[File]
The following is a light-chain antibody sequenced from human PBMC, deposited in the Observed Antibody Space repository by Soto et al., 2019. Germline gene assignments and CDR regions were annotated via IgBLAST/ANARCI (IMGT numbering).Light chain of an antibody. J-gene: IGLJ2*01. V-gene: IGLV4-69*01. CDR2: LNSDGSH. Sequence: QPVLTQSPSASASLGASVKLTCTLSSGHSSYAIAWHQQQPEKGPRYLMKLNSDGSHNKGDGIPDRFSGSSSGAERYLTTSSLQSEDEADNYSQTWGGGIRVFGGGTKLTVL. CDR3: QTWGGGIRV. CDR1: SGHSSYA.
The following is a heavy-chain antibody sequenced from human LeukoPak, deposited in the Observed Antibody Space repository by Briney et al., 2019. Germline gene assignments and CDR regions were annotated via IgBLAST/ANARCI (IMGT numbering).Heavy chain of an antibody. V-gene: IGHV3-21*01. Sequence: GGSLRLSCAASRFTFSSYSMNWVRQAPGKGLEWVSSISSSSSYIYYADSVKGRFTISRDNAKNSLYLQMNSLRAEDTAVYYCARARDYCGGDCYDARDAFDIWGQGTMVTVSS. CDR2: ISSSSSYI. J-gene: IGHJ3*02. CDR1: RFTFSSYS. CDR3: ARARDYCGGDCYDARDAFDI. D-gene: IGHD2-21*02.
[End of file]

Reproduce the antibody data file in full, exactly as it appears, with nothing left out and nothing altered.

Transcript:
The following is a light-chain antibody sequenced from human PBMC, deposited in the Observed Antibody Space repository by Soto et al., 2019. Germline gene assignments and CDR regions were annotated via IgBLAST/ANARCI (IMGT numbering).Light chain of an antibody. J-gene: IGLJ2*01. V-gene: IGLV4-69*01. CDR2: LNSDGSH. Sequence: QPVLTQSPSASASLGASVKLTCTLSSGHSSYAIAWHQQQPEKGPRYLMKLNSDGSHNKGDGIPDRFSGSSSGAERYLTTSSLQSEDEADNYSQTWGGGIRVFGGGTKLTVL. CDR3: QTWGGGIRV. CDR1: SGHSSYA.
The following is a heavy-chain antibody sequenced from human LeukoPak, deposited in the Observed Antibody Space repository by Briney et al., 2019. Germline gene assignments and CDR regions were annotated via IgBLAST/ANARCI (IMGT numbering).Heavy chain of an antibody. V-gene: IGHV3-21*01. Sequence: GGSLRLSCAASRFTFSSYSMNWVRQAPGKGLEWVSSISSSSSYIYYADSVKGRFTISRDNAKNSLYLQMNSLRAEDTAVYYCARARDYCGGDCYDARDAFDIWGQGTMVTVSS. CDR2: ISSSSSYI. J-gene: IGHJ3*02. CDR1: RFTFSSYS. CDR3: ARARDYCGGDCYDARDAFDI. D-gene: IGHD2-21*02.